What do TNF alpha inhibitors do?
Inhibit tumour necrosis factor alpha, a pro inflammatory cytokine.
Discuss the use of Infliximab for treatment of RA?
Profound TNF depletion maintained for weeks!
-licensed for RA and crohns disease
*3mg/kg as IV infusion at 0, 2, 4 and then every 8 weeks
*can increase in steps of 1.5mg/kg every 8 weeks to max 7.5mg/kg every 8 weeks
-methotrexate must be given concomitantly (HACA- human anti-chimeric antibodies)
what are the problems of Infliximab treatment?
more common with long interval between doses, reduced with concurrent methotrexate therapy.
-allergic reactions including anaphylaxis during and up to 2 hours post infusion (hospital adm only)
-infection and malignancy
-severe heart failure
Discuss the use of etanercept in the treatment of RA
-genetically engineered fusion protein (TNF receptor)
-given subcutaneously: 25mg injection twice weekly or 50mg once weekly (self administered)
-Human protein: no HACA problems
-side effects: injection site reactions, RTI or blood disorders
Discuss the use of treatment of Adalimumab (humira) in treatment of RA
-genetically engineered fusion protein (TNF receptor)
40mg injection fortnightly (self administered)
40mg weekly (w/o methotrexate)
onset of action 1-2 weeks)
-human protein: no HACA problems
-side effects:injection site reactions, RTI, blood disorders
What is the NICE guidance on the TNF alpha inhibitors for RA?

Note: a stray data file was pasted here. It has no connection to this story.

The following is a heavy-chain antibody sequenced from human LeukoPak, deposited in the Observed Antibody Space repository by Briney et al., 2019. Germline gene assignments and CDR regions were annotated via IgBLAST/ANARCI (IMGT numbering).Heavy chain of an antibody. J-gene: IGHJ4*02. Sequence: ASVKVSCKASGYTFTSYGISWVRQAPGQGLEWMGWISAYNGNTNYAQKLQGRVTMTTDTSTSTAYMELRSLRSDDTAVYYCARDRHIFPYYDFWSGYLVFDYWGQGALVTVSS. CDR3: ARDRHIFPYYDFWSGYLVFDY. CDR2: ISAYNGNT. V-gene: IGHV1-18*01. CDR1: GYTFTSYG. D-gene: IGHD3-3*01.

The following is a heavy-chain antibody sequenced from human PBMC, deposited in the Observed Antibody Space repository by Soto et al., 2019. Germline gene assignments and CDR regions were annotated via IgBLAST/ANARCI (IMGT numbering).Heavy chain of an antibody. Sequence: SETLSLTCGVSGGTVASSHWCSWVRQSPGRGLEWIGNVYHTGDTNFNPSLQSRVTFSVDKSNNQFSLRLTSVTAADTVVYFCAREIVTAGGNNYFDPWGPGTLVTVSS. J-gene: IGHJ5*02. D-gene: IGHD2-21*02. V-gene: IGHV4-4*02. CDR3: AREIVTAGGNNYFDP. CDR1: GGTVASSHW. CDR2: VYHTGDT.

-Continuing clinically active RA that has not responded adequately to at least 2 DMARDs
-Prescribed by and use monitored by consultant rheumatologist
-given with methotrexate, if methotrexate contra-indicated, not tolerated-adalimumab and etanercept may be given as monotherapy.
*severe side effects develop
*no response after 6 months
Discuss the use of Rituximab (MabThera) in the treatment of RA?
-Monoclonal Antibody that depletes the B-cell population
-Given by iv infusion
*two 1000mg i/v infusions given 2 weeks apart
*recommended with methotrexate as possible treatment for adults with severe active RA IF; other drugs havent worked or improves persons condition and doesnt need to be given more often than every 6 months.
Discuss the use of Abatacept (Orencia) in the treatment of RA?
-prevents full activation of T-lymphocytes
-Given by IV infusion;
0,2,4 weeks and every 4 weeks thereafter
-NICE guidance: can be used in combination with methotrexate for: severe active RA or Insufficient response to at least 2 conventional DMARDs
What are the counselling points for methotrexate?
1)with or after food
2)Max 2 units of alcohol per week
3)Once weekly dose
4)Folic acid use
What are the counselling points for ciclosporin?
Avoid grapefruit juice one hour before and after taking
What are the counselling points for Penicillamine?
-Antacids,iron and zinc supplements affect absorption
-before food if possible
What are the counselling points for oral gold?
With or after food
What are the counselling points for sulfasalazine?